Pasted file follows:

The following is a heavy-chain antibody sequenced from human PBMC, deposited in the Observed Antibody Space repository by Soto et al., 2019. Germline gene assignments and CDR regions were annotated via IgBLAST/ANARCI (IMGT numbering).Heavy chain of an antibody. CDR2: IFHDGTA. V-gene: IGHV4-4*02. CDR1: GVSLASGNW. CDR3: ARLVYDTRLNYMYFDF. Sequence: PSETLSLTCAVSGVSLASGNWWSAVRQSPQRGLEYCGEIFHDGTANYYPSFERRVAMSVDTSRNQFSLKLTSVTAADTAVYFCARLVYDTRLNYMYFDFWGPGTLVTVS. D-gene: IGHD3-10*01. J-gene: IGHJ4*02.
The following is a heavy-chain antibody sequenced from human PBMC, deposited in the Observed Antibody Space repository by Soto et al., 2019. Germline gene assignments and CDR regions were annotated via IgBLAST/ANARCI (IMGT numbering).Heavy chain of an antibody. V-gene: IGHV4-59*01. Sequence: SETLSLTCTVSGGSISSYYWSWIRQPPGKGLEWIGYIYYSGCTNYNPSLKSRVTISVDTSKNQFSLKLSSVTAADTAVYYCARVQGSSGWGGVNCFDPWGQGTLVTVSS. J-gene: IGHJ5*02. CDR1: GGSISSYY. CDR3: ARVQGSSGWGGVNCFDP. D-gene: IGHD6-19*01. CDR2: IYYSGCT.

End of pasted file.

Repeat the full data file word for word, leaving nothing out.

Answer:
The following is a heavy-chain antibody sequenced from human PBMC, deposited in the Observed Antibody Space repository by Soto et al., 2019. Germline gene assignments and CDR regions were annotated via IgBLAST/ANARCI (IMGT numbering).Heavy chain of an antibody. CDR2: IFHDGTA. V-gene: IGHV4-4*02. CDR1: GVSLASGNW. CDR3: ARLVYDTRLNYMYFDF. Sequence: PSETLSLTCAVSGVSLASGNWWSAVRQSPQRGLEYCGEIFHDGTANYYPSFERRVAMSVDTSRNQFSLKLTSVTAADTAVYFCARLVYDTRLNYMYFDFWGPGTLVTVS. D-gene: IGHD3-10*01. J-gene: IGHJ4*02.
The following is a heavy-chain antibody sequenced from human PBMC, deposited in the Observed Antibody Space repository by Soto et al., 2019. Germline gene assignments and CDR regions were annotated via IgBLAST/ANARCI (IMGT numbering).Heavy chain of an antibody. V-gene: IGHV4-59*01. Sequence: SETLSLTCTVSGGSISSYYWSWIRQPPGKGLEWIGYIYYSGCTNYNPSLKSRVTISVDTSKNQFSLKLSSVTAADTAVYYCARVQGSSGWGGVNCFDPWGQGTLVTVSS. J-gene: IGHJ5*02. CDR1: GGSISSYY. CDR3: ARVQGSSGWGGVNCFDP. D-gene: IGHD6-19*01. CDR2: IYYSGCT.